Some even argue that informal clothing signals not a new lack of respect for institutional religion but a new genuineness and
familiarity.

There are all kinds of angles considered in this story, but the key voices that are missing (and this is big) belong to the actual writers, most of them women, who have been making a theological and cultural case for modest clothing. It appears that there are judgmental people prowling the pews, but — at the level of publications and debates — none of these women have any ideas in their heads.

In other words, there are debates going on out there. Good. That’s a news story.

But are there articulate people on both sides? What is the content of this debate? I mean, other than this interesting quote near the end:

Discussions about possible sins of immodesty inevitably lead to discussions about another sin: judging.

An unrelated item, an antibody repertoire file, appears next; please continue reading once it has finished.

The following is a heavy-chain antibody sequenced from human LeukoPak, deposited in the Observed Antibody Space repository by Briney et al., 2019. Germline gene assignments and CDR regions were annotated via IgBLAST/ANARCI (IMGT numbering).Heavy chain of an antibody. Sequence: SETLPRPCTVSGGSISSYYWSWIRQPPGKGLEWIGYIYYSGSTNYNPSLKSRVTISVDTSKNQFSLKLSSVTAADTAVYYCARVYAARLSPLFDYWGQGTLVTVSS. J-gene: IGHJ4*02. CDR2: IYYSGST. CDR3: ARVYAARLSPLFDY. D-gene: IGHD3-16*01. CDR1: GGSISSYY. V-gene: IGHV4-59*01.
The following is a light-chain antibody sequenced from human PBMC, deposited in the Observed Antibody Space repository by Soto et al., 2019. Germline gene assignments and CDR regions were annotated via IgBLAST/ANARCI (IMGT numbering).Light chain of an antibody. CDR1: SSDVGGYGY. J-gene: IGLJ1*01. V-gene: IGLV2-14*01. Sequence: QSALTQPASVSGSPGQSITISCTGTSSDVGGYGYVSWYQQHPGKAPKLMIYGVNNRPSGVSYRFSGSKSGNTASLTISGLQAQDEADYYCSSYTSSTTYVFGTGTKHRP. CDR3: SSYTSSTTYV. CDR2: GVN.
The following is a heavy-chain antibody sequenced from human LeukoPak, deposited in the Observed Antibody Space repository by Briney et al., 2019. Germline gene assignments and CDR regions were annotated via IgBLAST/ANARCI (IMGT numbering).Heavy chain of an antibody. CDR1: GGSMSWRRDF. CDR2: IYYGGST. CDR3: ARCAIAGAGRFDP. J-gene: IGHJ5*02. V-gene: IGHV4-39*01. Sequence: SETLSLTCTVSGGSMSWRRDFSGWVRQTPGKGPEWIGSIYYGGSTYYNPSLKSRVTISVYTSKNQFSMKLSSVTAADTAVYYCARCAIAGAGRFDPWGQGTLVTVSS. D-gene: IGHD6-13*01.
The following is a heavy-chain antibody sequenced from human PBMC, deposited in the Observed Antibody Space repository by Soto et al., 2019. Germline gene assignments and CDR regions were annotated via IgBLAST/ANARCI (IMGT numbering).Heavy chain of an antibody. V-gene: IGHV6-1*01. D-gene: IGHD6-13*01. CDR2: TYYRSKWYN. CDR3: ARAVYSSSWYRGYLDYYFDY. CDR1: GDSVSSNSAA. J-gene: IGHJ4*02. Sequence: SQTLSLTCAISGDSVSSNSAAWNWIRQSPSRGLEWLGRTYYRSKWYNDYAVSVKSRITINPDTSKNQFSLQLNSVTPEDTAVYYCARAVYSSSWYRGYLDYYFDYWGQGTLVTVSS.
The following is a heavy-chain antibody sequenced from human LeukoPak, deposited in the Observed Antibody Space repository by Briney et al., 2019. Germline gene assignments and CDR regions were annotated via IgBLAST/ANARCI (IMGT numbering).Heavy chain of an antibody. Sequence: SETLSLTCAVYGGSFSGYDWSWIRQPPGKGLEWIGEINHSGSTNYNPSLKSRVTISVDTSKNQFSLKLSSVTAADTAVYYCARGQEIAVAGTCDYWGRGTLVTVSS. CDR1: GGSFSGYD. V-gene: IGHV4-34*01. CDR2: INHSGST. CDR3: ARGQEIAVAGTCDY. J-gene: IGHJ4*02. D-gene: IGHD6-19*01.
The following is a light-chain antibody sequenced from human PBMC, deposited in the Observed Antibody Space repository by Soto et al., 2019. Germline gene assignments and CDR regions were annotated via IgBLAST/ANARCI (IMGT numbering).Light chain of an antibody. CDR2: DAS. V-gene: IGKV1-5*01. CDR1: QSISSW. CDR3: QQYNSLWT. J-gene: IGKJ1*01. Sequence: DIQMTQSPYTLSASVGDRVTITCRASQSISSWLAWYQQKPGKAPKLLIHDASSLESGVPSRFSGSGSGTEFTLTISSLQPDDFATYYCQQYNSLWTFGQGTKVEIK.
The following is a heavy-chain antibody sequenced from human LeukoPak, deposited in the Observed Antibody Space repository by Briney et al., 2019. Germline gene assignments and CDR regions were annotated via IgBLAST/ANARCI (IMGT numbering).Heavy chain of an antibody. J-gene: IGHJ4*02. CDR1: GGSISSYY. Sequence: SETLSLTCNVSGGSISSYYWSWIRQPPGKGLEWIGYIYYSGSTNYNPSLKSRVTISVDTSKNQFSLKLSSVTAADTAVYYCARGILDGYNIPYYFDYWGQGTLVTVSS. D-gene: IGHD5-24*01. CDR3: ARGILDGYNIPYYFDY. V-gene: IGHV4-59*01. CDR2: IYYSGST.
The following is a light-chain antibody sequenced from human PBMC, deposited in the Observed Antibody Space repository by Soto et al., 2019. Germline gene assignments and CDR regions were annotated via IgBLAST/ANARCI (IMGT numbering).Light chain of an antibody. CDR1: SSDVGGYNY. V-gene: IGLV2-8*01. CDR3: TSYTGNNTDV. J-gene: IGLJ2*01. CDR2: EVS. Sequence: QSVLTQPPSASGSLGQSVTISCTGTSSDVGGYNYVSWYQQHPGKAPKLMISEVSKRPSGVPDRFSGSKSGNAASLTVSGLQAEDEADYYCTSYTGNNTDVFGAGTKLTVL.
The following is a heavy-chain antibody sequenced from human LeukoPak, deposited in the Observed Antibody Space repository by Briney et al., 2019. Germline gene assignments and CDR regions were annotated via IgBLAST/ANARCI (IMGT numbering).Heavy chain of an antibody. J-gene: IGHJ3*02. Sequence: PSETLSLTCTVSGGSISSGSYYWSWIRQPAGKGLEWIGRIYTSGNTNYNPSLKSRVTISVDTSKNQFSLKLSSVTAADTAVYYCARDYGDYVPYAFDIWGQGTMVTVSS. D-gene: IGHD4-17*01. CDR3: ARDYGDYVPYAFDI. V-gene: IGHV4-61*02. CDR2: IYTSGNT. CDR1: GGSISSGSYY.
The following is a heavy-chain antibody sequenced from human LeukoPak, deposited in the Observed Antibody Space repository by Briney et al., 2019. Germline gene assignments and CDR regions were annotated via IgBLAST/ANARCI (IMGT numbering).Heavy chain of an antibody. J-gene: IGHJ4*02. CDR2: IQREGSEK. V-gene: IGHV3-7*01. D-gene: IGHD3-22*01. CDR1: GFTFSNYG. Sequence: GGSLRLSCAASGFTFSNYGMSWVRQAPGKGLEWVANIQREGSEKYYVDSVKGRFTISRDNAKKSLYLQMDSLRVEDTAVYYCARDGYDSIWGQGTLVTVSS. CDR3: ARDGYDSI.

“Jesus is most strong when he speaks about judging people,” said Johnnie Moore, youth pastor at the evangelical Liberty University, noting students have come to his services in pajamas. That said, he feels religious and secular Americans are joining forces over concern about an oversexualized youth culture. “Generally speaking, you shouldn’t come to church as you would to a club,” he said.

Just saying.

About tmatt

Terry Mattingly directs the Washington Journalism Center at the Council for Christian Colleges and Universities. He writes a weekly column for the Universal Syndicate.

  • All4Life

    WOW! You’ve got to be kidding! To me, a Catholic woman, this is not about judging one another, this is about caring and loving, God first and others second. God being the Creator of the universe and to whom all the host of heaven bow to constantly, is worthy of our wearing fitting attire. Loving one another calls for us to being clothed in public, especially in church, in such a way as to NOT cause others to trip and stumble. One should neither over dress or under dress. The point of Mass is to come into the presence of God to worship and adore Him.

    • tmatt